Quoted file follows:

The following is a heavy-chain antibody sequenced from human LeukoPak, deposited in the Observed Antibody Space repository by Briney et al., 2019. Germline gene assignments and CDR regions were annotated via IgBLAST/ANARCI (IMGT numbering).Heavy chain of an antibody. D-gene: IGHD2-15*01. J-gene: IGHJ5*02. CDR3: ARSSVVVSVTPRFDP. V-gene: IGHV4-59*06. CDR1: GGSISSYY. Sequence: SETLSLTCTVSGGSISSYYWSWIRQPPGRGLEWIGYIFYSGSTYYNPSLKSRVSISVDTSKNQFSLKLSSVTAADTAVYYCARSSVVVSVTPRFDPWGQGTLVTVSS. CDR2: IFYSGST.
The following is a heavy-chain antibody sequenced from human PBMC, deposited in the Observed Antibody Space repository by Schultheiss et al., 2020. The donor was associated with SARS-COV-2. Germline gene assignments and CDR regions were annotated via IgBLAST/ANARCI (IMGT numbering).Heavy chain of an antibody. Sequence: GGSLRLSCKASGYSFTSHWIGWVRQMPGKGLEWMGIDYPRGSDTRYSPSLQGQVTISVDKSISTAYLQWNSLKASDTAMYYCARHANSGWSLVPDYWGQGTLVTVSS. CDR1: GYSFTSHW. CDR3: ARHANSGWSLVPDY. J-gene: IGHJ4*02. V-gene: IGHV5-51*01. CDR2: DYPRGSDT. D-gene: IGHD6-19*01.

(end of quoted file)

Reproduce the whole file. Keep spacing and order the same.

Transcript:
The following is a heavy-chain antibody sequenced from human LeukoPak, deposited in the Observed Antibody Space repository by Briney et al., 2019. Germline gene assignments and CDR regions were annotated via IgBLAST/ANARCI (IMGT numbering).Heavy chain of an antibody. D-gene: IGHD2-15*01. J-gene: IGHJ5*02. CDR3: ARSSVVVSVTPRFDP. V-gene: IGHV4-59*06. CDR1: GGSISSYY. Sequence: SETLSLTCTVSGGSISSYYWSWIRQPPGRGLEWIGYIFYSGSTYYNPSLKSRVSISVDTSKNQFSLKLSSVTAADTAVYYCARSSVVVSVTPRFDPWGQGTLVTVSS. CDR2: IFYSGST.
The following is a heavy-chain antibody sequenced from human PBMC, deposited in the Observed Antibody Space repository by Schultheiss et al., 2020. The donor was associated with SARS-COV-2. Germline gene assignments and CDR regions were annotated via IgBLAST/ANARCI (IMGT numbering).Heavy chain of an antibody. Sequence: GGSLRLSCKASGYSFTSHWIGWVRQMPGKGLEWMGIDYPRGSDTRYSPSLQGQVTISVDKSISTAYLQWNSLKASDTAMYYCARHANSGWSLVPDYWGQGTLVTVSS. CDR1: GYSFTSHW. CDR3: ARHANSGWSLVPDY. J-gene: IGHJ4*02. V-gene: IGHV5-51*01. CDR2: DYPRGSDT. D-gene: IGHD6-19*01.